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J LHLS Archives: August 2004
Saturday, August 7, 2004
Written by Neil Kleid, art by Jake Allen
To be published in 2005 by NBM Publishing
"'Jewish gangster' isn't a term you hear much in post-Holocaust society... but back when the Dodgers played in the East and licorice cost a penny a bag, Brooklyn corners were lousy with semitic young toughs looking for adventure and excitement - none more so than in Brownsville."
Reviewed by Laurel Sutton
I want to tell you all to run right out and buy this book - I like it that much. But you CAN'T, because what I'm reviewing is a 14-page preview that I got at Comic-Con. The actual book, a 196-page graphic novel, will be out in 2005 and even thought that's like 6 months away, I really really want the book NOW, please.
I love gangster stories, probably because my mother is an Italian lady from Brooklyn and at one time dated a semi-made man ("I didn't like him. He tried to boss me around."). The Italians always get the lion's share of attention for running the Business in the early 20th century, but their Jewish counterparts were just as active. This graphic novel tells (will tell?) the story of two who were members of Murder Incorporated, the Mafia's enforcement arm. [more]
Posted by Laurel Sutton @ 10:56 PM PST [Link]
The Worlds of Star Trek: Deep Space Nine (Vol. I)
By Una McCormack and Heather Jarman
Publisher: Star Trek; 2 Bks in 1 edition (June 1, 2004)
Review by Kathryn L. Ramage
Volume I of The Worlds of Star Trek: Deep Space Nine - the first of a new series from Pocket Books - presumably sets the template for future volumes. This book features not a single novel, but two novellas, each looking at a planet from the Trek universe, but unrelated except for their mutual connection to Deep Space Nine.
The first story, Cardassia: The Lotus Flower by Una McCormack, is set after the end of the DS9 series, as the Federation helps to restore post-war, Dominion-devastated Cardassia. McCormack uses well-established characters from DS9 as her key players: Elim Garak, and Miles and Keiko O'Brien. Former spy/assassin/plain-and-simple tailor Garak has not only returned to his homeworld, but he is working as part of the new Kardasi government ("At my time of life," he laments, "to be reduced to upholding democracy!"). The O'Brien family have been stationed on Cardassia; Keiko is the director of a project to develop fertile soil in a barren desert land, and she encounters some problems with Cardassians who still hold xenophobic values, including a terrorist organization called The True Way. When the arrival of a visiting Bajoran religious figure sparks an incident - in the very contemporary form of a child suicide bomber - these three main characters each acts in their own way to resolve the tense and suspenseful situation: Keiko from the inside, Miles anxiously outside (working with Gul Macet, who bears a striking resemblance to the belated Gul Dukat*), and Garak going back into his past to find his own means of dealing with The True Way. [more]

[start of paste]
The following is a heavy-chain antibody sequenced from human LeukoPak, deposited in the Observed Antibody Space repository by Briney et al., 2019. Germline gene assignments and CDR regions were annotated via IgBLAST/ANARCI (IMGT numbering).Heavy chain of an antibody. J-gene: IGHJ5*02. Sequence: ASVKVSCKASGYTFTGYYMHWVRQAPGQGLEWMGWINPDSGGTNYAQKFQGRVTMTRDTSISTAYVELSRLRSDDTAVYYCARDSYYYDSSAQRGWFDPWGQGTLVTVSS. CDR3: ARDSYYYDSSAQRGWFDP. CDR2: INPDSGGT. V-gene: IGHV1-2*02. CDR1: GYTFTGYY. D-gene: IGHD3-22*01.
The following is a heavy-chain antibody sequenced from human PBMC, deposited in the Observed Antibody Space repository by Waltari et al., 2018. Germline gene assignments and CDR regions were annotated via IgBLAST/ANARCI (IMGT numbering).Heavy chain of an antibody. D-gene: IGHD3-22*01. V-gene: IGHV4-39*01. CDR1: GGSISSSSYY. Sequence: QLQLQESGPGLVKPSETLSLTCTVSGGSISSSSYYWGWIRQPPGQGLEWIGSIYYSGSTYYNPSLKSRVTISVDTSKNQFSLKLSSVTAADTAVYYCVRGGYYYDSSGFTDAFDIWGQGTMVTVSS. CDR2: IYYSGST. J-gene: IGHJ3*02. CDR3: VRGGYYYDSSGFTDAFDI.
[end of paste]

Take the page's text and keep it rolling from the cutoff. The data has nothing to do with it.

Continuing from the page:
Posted by Kathryn L Ramage @ 07:51 PM PST [Link]
Tuesday, August 3, 2004
Cover By: Esad Ribic
Writer: Rob Rodi
Published by Marvel
Review by Chad Denton
I admit it, I've always been a sucker for supervillain origin stories or tales told from the perspective of the villain. Even when I was a kid and just getting into the colorful universes of superheroes, the villains always seemed more interesting to me: after all, one could often relate to their motives more often. Who hasn't wanted to stick it to the smart and smug guy, like how Dr. Doom wants to humiliate and destroy Reed Richards? Who hasn't secretly wished that a Magneto would hurl men like David Duke or Fred Phelps into the middle of the Pacific Ocean and leave them to die?
Loki is a particularly interesting case. Maybe even more than Dr. Doom or Magneto, his mission is a highly personal one. All he really wants is to humiliate his overbearing stepbrother, Thor. If the best way to do it is actually take over their world, Asgard, then so be it. This story, which may or may not be canonical (I'm not really up on my recent Thor continuity, so I actually don't know), asks the question of what would happen if Loki actually did manage to throw his brother in chains and take the throne of Asgard. Would he find satisfaction or is the only satisfaction he can ever have is in the thrill of the fight? Does Loki even really want to defeat Thor? [more]
Posted by Chad Denton @ 05:58 PM PST [Link]
Cover By: David Finch
Writer: Brian Michael Bendis
Pencils: David Finch
Inks: Danny Miki
Published by Marvel
Review by Chad Denton